EARLY in 2002, Eric Holder, then a former deputy attorney general, said on CNN that the detainees being held at Guantánamo Bay were “not, in fact, people entitled to the protection of the Geneva Convention,” particularly “given the way in which they have conducted themselves.”
Six years later, declaring that “Guantánamo Bay is an international embarrassment,” Mr. Holder said, “I never thought I would see the day when ... the Supreme Court would have to order the president of the United States to treat detainees in accordance with the Geneva Convention.”
So what changed?
A lot of things, of course, but most of all, our national political climate...
What changed? Well, now what changed other than the (D)/(R) in power? The opening theme of this piece of ... hackery tells you just exactly how this writer is going to operate. You asked, Hack (I don't know that Joe whores his skills, my apology), so I'll give the actual answer, Available Information is what changed. In "early 2002" torture programs were unknown, lies about the make up of the detainees were flowing from the (R) BushCo - worst devils of all Satan's devils, rather than most were innocent of any such thing, Saddam was going to treat us to mushroom clouds and poisons were everywhere in Iraq, Cheney, et al, were lying their asses off about Saddam flying the planes into WTC... Finder were you both deaf and blind? Or is this just an example of you right wing torture apologists trying to re-write history on the assumption that we all are deaf, blind, and STUPID?
It isn't as though the NYT editorial board had to exactly dig through this piece of crap to get to the problems with it - I have cut nothing from the opening. It seems that the ability to type makes all points equal - he said, she said news/opinion.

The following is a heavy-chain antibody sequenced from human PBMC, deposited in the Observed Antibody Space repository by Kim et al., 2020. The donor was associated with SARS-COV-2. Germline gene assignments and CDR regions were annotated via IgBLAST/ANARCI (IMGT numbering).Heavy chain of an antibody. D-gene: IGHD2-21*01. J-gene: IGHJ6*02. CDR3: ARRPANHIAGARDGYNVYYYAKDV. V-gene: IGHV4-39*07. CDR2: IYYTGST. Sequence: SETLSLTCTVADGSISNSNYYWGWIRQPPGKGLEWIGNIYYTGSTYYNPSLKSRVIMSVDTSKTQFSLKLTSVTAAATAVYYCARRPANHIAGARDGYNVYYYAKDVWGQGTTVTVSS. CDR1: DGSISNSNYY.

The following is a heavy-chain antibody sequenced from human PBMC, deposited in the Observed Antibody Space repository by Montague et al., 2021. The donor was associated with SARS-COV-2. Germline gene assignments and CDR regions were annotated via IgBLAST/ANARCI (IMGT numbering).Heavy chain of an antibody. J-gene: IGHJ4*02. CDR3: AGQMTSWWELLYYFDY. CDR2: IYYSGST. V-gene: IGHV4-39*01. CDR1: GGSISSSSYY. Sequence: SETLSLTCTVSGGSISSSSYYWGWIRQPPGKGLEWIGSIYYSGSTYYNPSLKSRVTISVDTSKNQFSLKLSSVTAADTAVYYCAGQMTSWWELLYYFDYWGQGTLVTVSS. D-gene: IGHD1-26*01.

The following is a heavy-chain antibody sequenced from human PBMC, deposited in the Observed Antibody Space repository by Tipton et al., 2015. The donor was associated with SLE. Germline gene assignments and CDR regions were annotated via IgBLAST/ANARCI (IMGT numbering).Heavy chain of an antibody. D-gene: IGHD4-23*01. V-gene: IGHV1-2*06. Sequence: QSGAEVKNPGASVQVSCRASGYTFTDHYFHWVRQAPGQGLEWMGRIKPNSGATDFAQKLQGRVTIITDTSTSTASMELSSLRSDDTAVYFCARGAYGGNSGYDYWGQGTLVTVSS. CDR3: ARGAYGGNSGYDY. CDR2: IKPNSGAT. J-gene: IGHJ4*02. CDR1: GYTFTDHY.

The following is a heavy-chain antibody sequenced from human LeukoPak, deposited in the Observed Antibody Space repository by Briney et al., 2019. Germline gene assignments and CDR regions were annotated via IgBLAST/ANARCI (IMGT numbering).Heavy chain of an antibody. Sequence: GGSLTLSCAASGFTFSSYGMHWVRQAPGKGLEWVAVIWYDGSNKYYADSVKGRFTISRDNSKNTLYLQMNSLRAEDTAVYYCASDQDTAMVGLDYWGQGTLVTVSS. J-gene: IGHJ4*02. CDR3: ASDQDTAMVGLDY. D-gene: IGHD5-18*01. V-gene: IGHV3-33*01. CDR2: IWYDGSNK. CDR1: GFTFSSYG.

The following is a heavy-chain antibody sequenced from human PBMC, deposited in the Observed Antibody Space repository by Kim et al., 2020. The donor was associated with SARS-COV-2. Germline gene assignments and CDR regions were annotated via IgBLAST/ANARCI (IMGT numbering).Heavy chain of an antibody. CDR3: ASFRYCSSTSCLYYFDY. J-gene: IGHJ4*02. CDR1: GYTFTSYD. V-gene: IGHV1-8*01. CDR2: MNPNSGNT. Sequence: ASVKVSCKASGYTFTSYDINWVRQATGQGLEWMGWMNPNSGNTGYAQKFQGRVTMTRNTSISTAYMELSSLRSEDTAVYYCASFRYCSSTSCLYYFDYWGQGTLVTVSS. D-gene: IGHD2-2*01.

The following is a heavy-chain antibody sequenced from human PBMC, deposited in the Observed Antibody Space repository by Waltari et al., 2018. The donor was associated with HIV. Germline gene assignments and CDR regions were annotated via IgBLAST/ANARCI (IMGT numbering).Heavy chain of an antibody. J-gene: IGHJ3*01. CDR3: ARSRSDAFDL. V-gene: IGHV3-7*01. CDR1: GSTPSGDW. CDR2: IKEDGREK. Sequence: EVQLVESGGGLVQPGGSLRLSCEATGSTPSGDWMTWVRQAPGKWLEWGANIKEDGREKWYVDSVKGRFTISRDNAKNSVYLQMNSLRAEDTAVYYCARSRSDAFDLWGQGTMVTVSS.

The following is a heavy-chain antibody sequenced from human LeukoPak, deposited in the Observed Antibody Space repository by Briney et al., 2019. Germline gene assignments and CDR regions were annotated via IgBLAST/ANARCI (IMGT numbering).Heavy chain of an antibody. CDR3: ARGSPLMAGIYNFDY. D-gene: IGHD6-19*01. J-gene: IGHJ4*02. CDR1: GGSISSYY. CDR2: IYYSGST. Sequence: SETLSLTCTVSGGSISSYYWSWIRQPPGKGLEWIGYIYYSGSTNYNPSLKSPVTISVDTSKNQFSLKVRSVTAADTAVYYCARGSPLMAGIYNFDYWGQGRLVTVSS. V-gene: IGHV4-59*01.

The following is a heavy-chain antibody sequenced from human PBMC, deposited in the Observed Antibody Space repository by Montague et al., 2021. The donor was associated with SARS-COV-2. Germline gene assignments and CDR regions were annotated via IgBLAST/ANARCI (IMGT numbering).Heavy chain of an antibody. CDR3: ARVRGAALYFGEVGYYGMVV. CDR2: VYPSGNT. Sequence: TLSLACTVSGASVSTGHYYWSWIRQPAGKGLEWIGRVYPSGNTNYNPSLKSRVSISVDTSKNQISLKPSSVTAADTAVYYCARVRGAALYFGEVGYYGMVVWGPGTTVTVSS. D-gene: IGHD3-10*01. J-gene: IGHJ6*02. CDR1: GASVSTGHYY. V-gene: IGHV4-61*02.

He goes on to talk about the BushCo DOJ review in 2005 and gives us this:
Mr. Holder’s decision, then, implies that justice wasn’t done five years ago probably because high-level officials in the George W. Bush administration put their thumbs on the scale of justice. This seems unlikely.
"Seems unlikely? Because he's a true believer in BushCo? WTF, Over? In the face of the uproar over the BushCo politicization of the DOJ he proposes that that it seems unlikely? Damn, it seems unlikely that the moon isn't composed of green cheese - see, I typed it so it has validity. The Earth was created 6,000 years ago, some people believe that so it must be worthy of consideration...
Lacking reliable witnesses or forensic evidence, they made the only call they could have made: not to prosecute. In our nation of laws, that’s exactly the way you want government prosecutors to behave.
No, it is not. In the face of further information I want them to get to the damn bottom. Reliable witnesses excludes anyone who didn't conform to the expected and desired conclusions is apparently his measure. Asking the participants under oath and threat of imprisonment for perjury is an exercise in finding the truth, not a political cover story.
The prosecutors in this case had to abide by the Justice Department’s ruling, in August 2002, that no agency interrogator would face prosecution for exceeding the guidelines as long as he acted in “good faith” and didn’t have “the specific intent to inflict severe pain or suffering.” Not an easy distinction to make, surely, when the work you’re told to do seems to be designed precisely to inflict pain and suffering.
Nuremberg. How ignorant does one have to be to miss this? Anything else I might write is just pointless piling on.
Now imagine that you’re a C.I.A. interrogator in some dank “black site” prison, facing a terrorist you honestly believe had something to do with the attack that killed 3,000 of your fellow Americans and might very well know about the next one. You’re under extreme pressure to extract information from the guy.